Proving that the hidden treasures buried in the land of the Pharaohs are endless, the ministry of antiquities announced the discovery of six Old Kingdom tombs at the Hawa Dome project in Aswan. The discovery was made by an English archaeological mission from the University of Birmingham.
Head of Supreme Council of Antiquities, Moustafa Waziri, stated in a press release that the discovered tombs ranged in sizes and designs. He explained that the six tombs’ sizes spanned between 1.90×2.85m, and 3.52×6.35m.
“Two of the unearthed tombs have a rounded shape entrance carved into the rock. The third one was found with a completely built entrance, which was sealed with rocks. That tomb’s burial chamber was also found carefully closed with a brick wall,” he added.
Despite the high safety measures which appeared to be applied, the tombs’ belongings were found stolen.
Waziri asserted that they were most likely robbed during the Old Kingdom, as the thieves entered the tombs by breaking the back walls.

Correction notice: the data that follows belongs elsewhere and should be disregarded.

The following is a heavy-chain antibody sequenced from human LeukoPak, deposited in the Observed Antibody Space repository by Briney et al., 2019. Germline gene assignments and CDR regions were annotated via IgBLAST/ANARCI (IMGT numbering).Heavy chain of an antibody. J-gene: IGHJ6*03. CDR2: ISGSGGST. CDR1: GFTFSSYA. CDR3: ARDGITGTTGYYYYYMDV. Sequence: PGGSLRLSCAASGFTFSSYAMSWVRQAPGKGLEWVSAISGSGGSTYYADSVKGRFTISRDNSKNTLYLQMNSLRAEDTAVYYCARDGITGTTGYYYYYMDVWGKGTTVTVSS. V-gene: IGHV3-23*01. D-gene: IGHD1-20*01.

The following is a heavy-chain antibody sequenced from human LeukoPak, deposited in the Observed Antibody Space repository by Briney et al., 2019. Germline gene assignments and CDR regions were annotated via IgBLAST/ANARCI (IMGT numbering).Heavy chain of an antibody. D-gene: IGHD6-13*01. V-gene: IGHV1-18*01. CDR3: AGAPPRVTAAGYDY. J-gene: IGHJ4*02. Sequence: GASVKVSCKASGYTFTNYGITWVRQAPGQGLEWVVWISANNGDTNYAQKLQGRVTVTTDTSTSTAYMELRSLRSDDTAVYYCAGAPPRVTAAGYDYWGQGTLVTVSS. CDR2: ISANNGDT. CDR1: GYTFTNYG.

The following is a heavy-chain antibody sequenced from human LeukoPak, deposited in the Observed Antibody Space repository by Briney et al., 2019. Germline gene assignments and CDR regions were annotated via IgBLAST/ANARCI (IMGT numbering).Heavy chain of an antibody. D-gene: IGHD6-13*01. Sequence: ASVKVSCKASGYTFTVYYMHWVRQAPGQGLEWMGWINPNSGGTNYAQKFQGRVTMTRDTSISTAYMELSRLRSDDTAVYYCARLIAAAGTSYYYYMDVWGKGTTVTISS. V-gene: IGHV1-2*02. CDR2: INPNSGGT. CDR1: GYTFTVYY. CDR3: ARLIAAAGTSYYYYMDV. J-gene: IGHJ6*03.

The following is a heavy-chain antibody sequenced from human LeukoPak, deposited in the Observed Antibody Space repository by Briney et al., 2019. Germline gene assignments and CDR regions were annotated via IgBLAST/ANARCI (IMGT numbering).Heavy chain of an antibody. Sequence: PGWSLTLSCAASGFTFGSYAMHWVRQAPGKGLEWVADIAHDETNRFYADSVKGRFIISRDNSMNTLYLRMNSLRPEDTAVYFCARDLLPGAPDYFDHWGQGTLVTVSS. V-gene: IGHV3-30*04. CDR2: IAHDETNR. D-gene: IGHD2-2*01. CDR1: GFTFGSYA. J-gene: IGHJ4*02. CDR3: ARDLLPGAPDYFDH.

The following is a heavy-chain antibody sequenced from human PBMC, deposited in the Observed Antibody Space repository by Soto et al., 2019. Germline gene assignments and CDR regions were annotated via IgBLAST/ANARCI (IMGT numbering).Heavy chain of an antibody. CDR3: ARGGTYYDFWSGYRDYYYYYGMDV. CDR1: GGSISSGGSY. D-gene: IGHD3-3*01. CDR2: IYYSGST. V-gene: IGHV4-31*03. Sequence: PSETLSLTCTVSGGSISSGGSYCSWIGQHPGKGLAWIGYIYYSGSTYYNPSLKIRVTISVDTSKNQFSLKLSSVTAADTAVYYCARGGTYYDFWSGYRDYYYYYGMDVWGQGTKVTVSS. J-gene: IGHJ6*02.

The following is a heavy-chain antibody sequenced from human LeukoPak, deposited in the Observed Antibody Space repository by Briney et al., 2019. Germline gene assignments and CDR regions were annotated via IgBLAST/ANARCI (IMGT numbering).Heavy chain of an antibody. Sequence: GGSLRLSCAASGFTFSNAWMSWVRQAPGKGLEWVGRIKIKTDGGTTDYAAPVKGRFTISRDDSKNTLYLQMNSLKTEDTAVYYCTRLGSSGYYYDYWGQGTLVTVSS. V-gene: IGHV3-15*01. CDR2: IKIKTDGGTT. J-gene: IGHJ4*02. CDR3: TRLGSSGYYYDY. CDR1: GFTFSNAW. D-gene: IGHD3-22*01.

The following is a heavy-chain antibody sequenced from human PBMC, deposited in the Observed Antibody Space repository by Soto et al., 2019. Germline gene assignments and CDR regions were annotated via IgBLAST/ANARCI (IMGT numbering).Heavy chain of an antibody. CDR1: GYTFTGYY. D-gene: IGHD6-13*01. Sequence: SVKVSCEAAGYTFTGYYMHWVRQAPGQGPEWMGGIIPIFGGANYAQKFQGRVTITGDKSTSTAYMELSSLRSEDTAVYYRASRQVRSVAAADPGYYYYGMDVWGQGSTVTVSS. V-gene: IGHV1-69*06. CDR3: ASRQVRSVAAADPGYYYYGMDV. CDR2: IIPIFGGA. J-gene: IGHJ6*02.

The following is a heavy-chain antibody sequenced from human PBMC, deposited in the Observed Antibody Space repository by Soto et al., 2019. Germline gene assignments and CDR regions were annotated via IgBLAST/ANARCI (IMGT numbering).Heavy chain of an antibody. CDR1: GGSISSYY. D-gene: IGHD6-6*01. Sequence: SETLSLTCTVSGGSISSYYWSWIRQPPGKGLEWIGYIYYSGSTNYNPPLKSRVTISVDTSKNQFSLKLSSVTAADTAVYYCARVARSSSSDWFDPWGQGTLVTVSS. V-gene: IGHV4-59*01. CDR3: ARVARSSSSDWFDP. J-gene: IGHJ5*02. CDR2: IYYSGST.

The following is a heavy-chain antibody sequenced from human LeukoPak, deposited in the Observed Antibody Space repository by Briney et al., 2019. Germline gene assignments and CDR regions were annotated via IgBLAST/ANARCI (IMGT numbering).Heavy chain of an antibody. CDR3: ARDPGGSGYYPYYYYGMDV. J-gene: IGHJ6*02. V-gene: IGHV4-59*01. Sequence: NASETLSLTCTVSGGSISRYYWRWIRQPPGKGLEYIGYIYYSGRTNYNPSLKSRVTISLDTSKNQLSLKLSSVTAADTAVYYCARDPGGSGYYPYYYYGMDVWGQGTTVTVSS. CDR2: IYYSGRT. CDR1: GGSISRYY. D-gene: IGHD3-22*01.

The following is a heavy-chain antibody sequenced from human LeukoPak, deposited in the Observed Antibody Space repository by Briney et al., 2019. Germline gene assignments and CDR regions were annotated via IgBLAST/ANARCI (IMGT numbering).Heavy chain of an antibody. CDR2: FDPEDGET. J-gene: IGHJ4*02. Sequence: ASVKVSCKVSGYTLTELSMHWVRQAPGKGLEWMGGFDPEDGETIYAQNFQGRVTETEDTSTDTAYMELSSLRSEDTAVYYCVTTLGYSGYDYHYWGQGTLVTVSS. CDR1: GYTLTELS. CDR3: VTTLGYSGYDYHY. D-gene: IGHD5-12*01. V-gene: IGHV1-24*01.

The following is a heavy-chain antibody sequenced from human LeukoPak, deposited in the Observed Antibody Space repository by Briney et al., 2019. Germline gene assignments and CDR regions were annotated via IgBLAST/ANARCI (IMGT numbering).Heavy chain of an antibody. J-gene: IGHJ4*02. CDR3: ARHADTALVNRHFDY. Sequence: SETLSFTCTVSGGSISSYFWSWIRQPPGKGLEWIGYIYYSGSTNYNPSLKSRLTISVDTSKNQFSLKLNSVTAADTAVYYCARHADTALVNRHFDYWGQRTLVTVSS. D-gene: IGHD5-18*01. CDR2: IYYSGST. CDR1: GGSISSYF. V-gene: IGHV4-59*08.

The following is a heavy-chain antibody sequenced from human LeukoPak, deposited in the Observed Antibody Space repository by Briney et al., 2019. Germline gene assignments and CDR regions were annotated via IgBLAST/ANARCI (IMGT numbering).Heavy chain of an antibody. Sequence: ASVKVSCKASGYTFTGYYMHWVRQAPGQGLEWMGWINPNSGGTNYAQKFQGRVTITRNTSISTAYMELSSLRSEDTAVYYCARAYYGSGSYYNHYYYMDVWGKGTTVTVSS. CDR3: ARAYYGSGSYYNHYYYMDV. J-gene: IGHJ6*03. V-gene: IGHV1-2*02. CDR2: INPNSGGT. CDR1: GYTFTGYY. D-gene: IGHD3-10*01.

However, the mission managed to find a few relics which survived the robbery.
Head of the Hawa Dome project professor Marten Bomas explained in the press release that they found pieces from a funeral mask inside one of the tombs, as well as a coin amulet depicting god Khnum.
Bomas also added in the press release that they found several pottery pots, many of them containing ancient substances, that were unidentified. He explained that unlike the tombs, the contents found inside of the pottery pots belong to the ancient late period.
The found discoveries were all transferred to the Aswan Museum in order to be stored.
The tombs were discovered less than a week after the ministry announced the unearthing of two Roman-period tombs at the archaeological site of Beir Al-Shaghala in the Mout village at the Dakhla Oasis, and a few days after announcing the discovery of a Roman area that was most likely used as a service unit for militants or camps.
The ministry previously announced that the Egyptian archeological missions have been intensively excavating areas believed to contain hidden treasures, including Saqqara.
The excavation work led to the discovery of the two Roman period tombs which were a part of the excavation works that were being carried out at the area since 2002, and it resulted in the breakthrough unearthing of a total of 10 incomplete sandstone tombs from the Greek era.